Every time I try to discuss what is happening with my father, he tells me to shut up and not to talk about complicated things I do not understand… maybe I should write a letter to nice Mr Moody, asking for some clemency and explanations, since after all, we are only obeying his masters.
But what puzzles me even more, is to see how the government and the main opposition party (the PSOE – which was in power until 2011) both agree that the only solution for Spain is ‘more Europe’ – that is, less national sovereignty and more integration with Brussels.
Strangely it’s not even Brussels telling us what to do, but Berlin. Every time President Rajoy goes to meet Angela Merkel, he looks like a schoolboy being called to the principal’s office. It’s sad when a nation seems to have lost control of its own destiny, but personally I do not blame the Germans; we Spaniards were all very happy and thoroughly enjoyed all the flashy infrastructure that’s been built since the 1990s with European Union funds.
This crisis should not have come as a surprise. In 2005 the Spanish economy was booming – the flights from Madrid to New York were packed with Spaniards going shopping in the Big Apple. That same year a BP executive in London pointed out something I never forgot: “The situation in Spain scares me,” he said. “I see construction taking place everywhere, but I do not see a productive structure capable of sustaining that growth…” Two years later in 2007 our previous president, Jose Luis Rodriguez Zapatero, proudly stated that his government had managed to classify Spain amongst the “Champions League” of world economies.
But something is changing in Spain; people are pissed off and they are organizing themselves. For example, in Catalonia the movement “No vull pagar” (“I do not want to pay”) has managed to convince more than 25,000 Catalan drivers not to pay the excessive amount of tolls that flood Catalan highways. Albertis, the company that operates the concession, has calculated that the economic cost of this civil disobedience campaign exceeds €180,000 Euros.
In 2011 there were more than 58 000 foreclosures throughout the country. But a social movement, the “Plataforma Stop Desahucios” (“Stop Foreclosures”) has managed to stop countless foreclosures nationwide, giving some hope to families who not only are left in the street, but are unemployed and are still obliged to pay mortgage debt to the banks. Even though the value of those houses has decreased more than 12%, unlike their debts…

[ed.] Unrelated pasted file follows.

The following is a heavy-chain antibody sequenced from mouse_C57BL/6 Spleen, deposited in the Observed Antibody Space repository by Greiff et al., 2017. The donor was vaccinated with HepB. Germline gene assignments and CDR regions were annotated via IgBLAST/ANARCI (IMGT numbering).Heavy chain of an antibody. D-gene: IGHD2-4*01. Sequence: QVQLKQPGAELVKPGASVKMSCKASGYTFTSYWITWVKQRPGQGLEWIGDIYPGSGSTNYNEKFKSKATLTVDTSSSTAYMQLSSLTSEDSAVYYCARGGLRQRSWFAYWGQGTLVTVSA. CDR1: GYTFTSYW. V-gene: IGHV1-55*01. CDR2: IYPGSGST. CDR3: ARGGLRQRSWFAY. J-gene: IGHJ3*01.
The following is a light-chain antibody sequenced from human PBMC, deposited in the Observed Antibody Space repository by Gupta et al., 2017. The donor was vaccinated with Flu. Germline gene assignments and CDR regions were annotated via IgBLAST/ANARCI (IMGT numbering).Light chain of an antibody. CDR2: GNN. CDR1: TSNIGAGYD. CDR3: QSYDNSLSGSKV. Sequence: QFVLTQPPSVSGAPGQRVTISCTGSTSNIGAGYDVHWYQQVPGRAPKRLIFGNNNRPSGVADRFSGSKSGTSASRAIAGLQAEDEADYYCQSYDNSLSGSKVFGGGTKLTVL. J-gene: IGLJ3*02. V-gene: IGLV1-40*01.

Back in 2010, Rodrigo Rato – former Economic Minister and once Managing Director of the International Monetary Fund – merged a few debt-ridden banks to create the cataclysm that today is Bankia, Spain’s fourth largest financial institution. Back then Rato never would’ve imagined that two years later, members of the 15-M movement would, in only a few hours, collect the €20 000 Euros necessary to bring a people’s lawsuit accusing him of falsifying the balance sheets. Back then, Rato never would’ve imagined that two years later, despite the flashy advertisements and PR campaigns, the government has had to nationalize Bankia, and pour €23 billion Euros into it. Soon, if we are lucky, he won’t even have to imagine himself standing in front of a judge, looking like an embarrassed child caught with his hands in the cookie jar.
Despite all this chaos, confusion and anger, and more than 20% unemployment of over 5 million people, bars are full when Spain plays in the European Cup, Big Brother still has an audience, people are planning their summer holidays, the streets are full of beautiful señoritas, and life goes on.
But this time, something tells me that this is just not another crisis. 22% of Spanish families live under the poverty line; every night there is an army of dispossessed waiting to pick up the food discarded by supermarkets; the immigrants that arrived in the 1990’s are abandoning ship; and in the streets of Norway it’s easy to find Spanish builders sleeping in the streets begging for something to eat.
Yes my friends, we are, in the words of the great Spanish poet Federico García Lorca, fucked. And we know it – but this time, we won’t go down without a fight. The question is, against whom? Ourselves? Evil German technocrats in black suits? Our incompetent politicians? McDonald’s? Which makes me wonder, how is it possible to fight against the civilization that engulfs us, without destroying ourselves in the process?
There is definitely something in the air; I just hope that it is the sweet smell of renaissance, not the bitter taste of bloody revolution.
— from Sergio Casesmeiro in Madrid, originally published by the Occupied Times